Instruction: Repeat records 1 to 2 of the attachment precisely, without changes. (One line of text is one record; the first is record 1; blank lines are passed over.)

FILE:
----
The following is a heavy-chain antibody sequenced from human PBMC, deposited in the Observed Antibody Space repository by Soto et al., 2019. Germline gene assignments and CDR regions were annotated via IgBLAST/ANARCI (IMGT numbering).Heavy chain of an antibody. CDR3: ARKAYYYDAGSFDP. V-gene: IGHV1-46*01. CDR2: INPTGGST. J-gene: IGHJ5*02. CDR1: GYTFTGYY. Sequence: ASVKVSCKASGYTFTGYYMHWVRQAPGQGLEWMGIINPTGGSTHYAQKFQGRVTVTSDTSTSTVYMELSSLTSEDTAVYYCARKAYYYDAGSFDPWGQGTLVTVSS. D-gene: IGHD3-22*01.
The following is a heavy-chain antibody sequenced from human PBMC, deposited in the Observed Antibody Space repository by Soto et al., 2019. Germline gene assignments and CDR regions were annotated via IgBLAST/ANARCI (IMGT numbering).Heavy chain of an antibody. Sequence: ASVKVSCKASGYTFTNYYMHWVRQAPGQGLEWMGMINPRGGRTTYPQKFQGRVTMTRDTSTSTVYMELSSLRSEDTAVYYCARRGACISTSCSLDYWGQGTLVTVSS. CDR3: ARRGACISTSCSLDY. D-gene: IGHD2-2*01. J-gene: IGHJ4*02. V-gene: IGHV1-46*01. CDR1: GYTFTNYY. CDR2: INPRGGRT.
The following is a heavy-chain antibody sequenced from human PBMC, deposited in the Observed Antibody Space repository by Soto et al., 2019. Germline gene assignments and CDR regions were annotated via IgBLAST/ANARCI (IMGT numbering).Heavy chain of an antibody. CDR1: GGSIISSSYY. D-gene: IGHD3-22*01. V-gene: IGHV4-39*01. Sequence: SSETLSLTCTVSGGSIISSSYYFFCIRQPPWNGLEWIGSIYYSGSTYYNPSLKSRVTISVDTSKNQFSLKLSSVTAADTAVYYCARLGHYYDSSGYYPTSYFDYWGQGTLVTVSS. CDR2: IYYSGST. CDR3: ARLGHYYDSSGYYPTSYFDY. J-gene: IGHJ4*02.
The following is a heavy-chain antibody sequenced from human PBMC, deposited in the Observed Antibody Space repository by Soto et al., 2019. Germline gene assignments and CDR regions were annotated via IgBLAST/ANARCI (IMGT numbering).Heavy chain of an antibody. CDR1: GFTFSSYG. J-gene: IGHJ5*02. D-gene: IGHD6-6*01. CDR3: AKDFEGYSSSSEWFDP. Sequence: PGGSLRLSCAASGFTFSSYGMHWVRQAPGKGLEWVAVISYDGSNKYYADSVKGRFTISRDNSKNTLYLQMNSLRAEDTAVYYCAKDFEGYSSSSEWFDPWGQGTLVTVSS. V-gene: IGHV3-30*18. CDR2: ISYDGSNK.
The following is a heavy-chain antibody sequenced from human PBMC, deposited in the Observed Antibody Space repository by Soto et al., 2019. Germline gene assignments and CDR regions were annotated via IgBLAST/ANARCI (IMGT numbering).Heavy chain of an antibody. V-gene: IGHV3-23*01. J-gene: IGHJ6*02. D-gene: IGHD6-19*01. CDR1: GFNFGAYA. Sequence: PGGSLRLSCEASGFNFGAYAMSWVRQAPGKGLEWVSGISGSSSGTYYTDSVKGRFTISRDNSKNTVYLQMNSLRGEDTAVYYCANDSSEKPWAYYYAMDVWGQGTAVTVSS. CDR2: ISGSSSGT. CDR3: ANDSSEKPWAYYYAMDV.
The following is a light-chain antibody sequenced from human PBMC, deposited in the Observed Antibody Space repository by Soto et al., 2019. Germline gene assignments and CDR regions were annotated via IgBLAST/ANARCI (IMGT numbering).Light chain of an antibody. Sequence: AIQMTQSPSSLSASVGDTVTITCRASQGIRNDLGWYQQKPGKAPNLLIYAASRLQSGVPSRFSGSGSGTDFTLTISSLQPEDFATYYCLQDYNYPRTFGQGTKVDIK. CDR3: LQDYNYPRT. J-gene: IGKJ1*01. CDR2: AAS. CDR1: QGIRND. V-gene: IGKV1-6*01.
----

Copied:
The following is a heavy-chain antibody sequenced from human PBMC, deposited in the Observed Antibody Space repository by Soto et al., 2019. Germline gene assignments and CDR regions were annotated via IgBLAST/ANARCI (IMGT numbering).Heavy chain of an antibody. CDR3: ARKAYYYDAGSFDP. V-gene: IGHV1-46*01. CDR2: INPTGGST. J-gene: IGHJ5*02. CDR1: GYTFTGYY. Sequence: ASVKVSCKASGYTFTGYYMHWVRQAPGQGLEWMGIINPTGGSTHYAQKFQGRVTVTSDTSTSTVYMELSSLTSEDTAVYYCARKAYYYDAGSFDPWGQGTLVTVSS. D-gene: IGHD3-22*01.
The following is a heavy-chain antibody sequenced from human PBMC, deposited in the Observed Antibody Space repository by Soto et al., 2019. Germline gene assignments and CDR regions were annotated via IgBLAST/ANARCI (IMGT numbering).Heavy chain of an antibody. Sequence: ASVKVSCKASGYTFTNYYMHWVRQAPGQGLEWMGMINPRGGRTTYPQKFQGRVTMTRDTSTSTVYMELSSLRSEDTAVYYCARRGACISTSCSLDYWGQGTLVTVSS. CDR3: ARRGACISTSCSLDY. D-gene: IGHD2-2*01. J-gene: IGHJ4*02. V-gene: IGHV1-46*01. CDR1: GYTFTNYY. CDR2: INPRGGRT.